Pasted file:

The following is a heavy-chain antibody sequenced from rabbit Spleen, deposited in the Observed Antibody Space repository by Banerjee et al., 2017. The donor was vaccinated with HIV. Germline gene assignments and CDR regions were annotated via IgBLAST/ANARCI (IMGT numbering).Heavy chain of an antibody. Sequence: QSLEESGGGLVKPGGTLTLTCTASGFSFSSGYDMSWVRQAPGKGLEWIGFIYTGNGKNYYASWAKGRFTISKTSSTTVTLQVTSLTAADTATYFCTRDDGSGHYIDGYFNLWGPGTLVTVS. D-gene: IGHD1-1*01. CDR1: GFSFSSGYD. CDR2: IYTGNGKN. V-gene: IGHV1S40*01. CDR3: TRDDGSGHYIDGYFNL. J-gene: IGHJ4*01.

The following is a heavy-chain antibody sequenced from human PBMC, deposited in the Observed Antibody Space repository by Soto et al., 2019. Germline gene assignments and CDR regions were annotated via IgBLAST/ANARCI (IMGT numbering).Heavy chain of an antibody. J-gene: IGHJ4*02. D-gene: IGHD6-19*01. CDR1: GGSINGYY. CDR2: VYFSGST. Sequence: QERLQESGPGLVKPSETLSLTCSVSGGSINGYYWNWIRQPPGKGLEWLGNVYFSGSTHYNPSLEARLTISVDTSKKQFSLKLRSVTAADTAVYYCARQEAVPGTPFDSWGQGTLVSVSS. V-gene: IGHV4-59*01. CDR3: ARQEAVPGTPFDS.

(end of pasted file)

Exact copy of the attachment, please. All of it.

The following is a heavy-chain antibody sequenced from rabbit Spleen, deposited in the Observed Antibody Space repository by Banerjee et al., 2017. The donor was vaccinated with HIV. Germline gene assignments and CDR regions were annotated via IgBLAST/ANARCI (IMGT numbering).Heavy chain of an antibody. Sequence: QSLEESGGGLVKPGGTLTLTCTASGFSFSSGYDMSWVRQAPGKGLEWIGFIYTGNGKNYYASWAKGRFTISKTSSTTVTLQVTSLTAADTATYFCTRDDGSGHYIDGYFNLWGPGTLVTVS. D-gene: IGHD1-1*01. CDR1: GFSFSSGYD. CDR2: IYTGNGKN. V-gene: IGHV1S40*01. CDR3: TRDDGSGHYIDGYFNL. J-gene: IGHJ4*01.

The following is a heavy-chain antibody sequenced from human PBMC, deposited in the Observed Antibody Space repository by Soto et al., 2019. Germline gene assignments and CDR regions were annotated via IgBLAST/ANARCI (IMGT numbering).Heavy chain of an antibody. J-gene: IGHJ4*02. D-gene: IGHD6-19*01. CDR1: GGSINGYY. CDR2: VYFSGST. Sequence: QERLQESGPGLVKPSETLSLTCSVSGGSINGYYWNWIRQPPGKGLEWLGNVYFSGSTHYNPSLEARLTISVDTSKKQFSLKLRSVTAADTAVYYCARQEAVPGTPFDSWGQGTLVSVSS. V-gene: IGHV4-59*01. CDR3: ARQEAVPGTPFDS.